The most recent report of the audit committee notes that: "As of May 1, 2007, the estimate [of the project's cost] stands at approximately $12.6 million." In 2007, a significant portion of the association's budget had already been earmarked for construction. Only payments to hospitals - toward a medical project launched by the center for treating Palestinians - exceeded the funds paid to suppliers, and the outlay for construction reached NIS 16.1 million. But in that year only NIS 500,000 was donated to the center, and NIS 232,828 of that was earmarked for "fundraising." In short, there wasn't enough money for construction.
On top of this, the center became embroiled in a dispute of millions of shekels with Kal Binyan, the company charged with building the skeleton and exterior. The company's CEO, Gonen Hofshi: "We claim that more money is coming to us for certain work done, and they think it is not." In the meantime, an arbitrator has been appointed and part of the money has been paid.
Staff members say the financial situation was so bad that the management wanted to take out a mortgage on the building a few months ago, and there was concern over the center's continued activity. However, says Pundak: "That's a bit exaggerated, because relative to other projects, the Peres Center has 'wide margins' [in which to maneuver]." At the same time, he confirms that "we very much wanted to take out a mortgage. It would have made things easier for me and I would have paid in installments. Regrettably, no bank agreed to this. They claim it would be impossible to sell the building. So we have had to become more aggressive in raising funds."
The result is that in recent months Pundak's primary activity vis-a-vis donors has revolved around the construction project: "If I were to ask them for money to underwrite activities with the Palestinians, they would not give a red cent. Almost all of them are donors who contribute to the construction ... because of their ties with and love for Peres, and the feeling that it's necessary to create something to remember him by. Everyone has his own agenda. It's true that as director general, I see the need to raise more funds for the building than for activity as a sort of diversion: If I am engaged in a task of that kind, my managerial energies definitely go to a different place. However, the building is an independent financial 'box,' and we are not taking money away from the center because of it."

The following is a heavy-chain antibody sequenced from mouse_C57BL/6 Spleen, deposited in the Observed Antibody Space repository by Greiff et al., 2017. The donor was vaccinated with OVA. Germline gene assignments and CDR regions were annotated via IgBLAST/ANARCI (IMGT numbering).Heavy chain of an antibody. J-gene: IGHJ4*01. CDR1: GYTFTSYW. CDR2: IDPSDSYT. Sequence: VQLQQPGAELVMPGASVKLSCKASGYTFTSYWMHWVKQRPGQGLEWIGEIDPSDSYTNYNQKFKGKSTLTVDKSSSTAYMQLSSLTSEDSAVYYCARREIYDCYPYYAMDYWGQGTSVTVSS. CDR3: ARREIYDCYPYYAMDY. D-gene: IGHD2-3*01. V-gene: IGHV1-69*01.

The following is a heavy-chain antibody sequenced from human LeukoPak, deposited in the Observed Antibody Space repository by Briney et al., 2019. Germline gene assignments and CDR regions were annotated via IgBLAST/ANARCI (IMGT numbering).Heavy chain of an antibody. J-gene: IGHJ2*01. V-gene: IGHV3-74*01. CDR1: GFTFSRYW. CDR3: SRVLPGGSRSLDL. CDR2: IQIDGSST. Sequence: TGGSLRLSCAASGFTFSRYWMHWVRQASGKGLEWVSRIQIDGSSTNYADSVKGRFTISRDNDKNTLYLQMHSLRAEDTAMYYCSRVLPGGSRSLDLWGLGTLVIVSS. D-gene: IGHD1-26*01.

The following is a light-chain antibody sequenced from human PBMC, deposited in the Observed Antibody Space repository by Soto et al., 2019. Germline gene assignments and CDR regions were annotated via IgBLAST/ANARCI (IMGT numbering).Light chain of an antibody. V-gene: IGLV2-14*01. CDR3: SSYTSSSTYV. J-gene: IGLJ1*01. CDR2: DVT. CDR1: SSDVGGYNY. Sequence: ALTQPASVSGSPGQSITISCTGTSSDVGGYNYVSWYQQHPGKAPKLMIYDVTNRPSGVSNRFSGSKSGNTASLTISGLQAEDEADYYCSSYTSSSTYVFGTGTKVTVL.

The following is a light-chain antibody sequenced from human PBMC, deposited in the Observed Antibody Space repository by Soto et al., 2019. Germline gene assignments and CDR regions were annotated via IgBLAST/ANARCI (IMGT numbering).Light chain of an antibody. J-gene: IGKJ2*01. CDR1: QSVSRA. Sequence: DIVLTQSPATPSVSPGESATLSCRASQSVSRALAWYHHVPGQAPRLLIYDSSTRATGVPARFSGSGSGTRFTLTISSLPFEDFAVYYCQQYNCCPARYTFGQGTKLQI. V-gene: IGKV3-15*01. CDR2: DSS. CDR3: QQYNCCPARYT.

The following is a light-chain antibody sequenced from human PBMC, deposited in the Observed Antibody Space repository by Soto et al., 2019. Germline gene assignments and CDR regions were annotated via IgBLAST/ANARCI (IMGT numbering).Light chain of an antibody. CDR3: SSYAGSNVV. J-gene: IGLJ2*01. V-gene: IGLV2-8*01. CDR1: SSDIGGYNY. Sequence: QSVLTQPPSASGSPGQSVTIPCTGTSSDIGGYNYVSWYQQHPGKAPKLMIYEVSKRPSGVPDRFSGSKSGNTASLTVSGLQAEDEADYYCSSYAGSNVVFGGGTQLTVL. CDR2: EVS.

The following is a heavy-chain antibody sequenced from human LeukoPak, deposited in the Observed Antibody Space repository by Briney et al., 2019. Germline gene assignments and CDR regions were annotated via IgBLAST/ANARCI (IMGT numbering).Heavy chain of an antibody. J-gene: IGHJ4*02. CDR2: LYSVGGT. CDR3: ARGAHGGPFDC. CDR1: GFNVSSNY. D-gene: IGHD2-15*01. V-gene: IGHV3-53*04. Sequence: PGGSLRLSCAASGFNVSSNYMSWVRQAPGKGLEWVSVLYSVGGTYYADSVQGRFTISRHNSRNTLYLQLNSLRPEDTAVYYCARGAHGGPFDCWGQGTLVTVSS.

The aggressive fundraising has not always been productive. Pundak confirms that some potential donors refused to give money for construction because they did not want their name to appear on the donors' plaque alongside that of Marc Rich, who donated more than $1 million. (In 1983, Rich was charged in the United States with a series of serious federal crimes. He was convicted but fled to Switzerland, and was granted a presidential pardon by Bill Clinton on his last day in office - in part because of requests by senior Israeli figures.)
Furthermore, the Peres Center's international board of governors has a member with whom people may not be proud to associate: Lord Michael Levy of Britain, a confidant of former prime minister Tony Blair and the Labour Party's one-time chief fundraiser. Levy was arrested in 2006 on suspicion of being involved in the "cash for honors" scheme, in which peerages were "sold" in return for donations to the party. However, the prosecution eventually decided not to press charges.
Asked if this is the reason Pundak instructed all employees this month "to ensure that when you hand out the Peres Center brochure to guests, you do not add the list of the international board members other than in special cases" - he demurs. The real reason is that "people tell me: 'If this is your board, why do you need me? Let them donate.' I am caught up in this conflict between image and reality every day."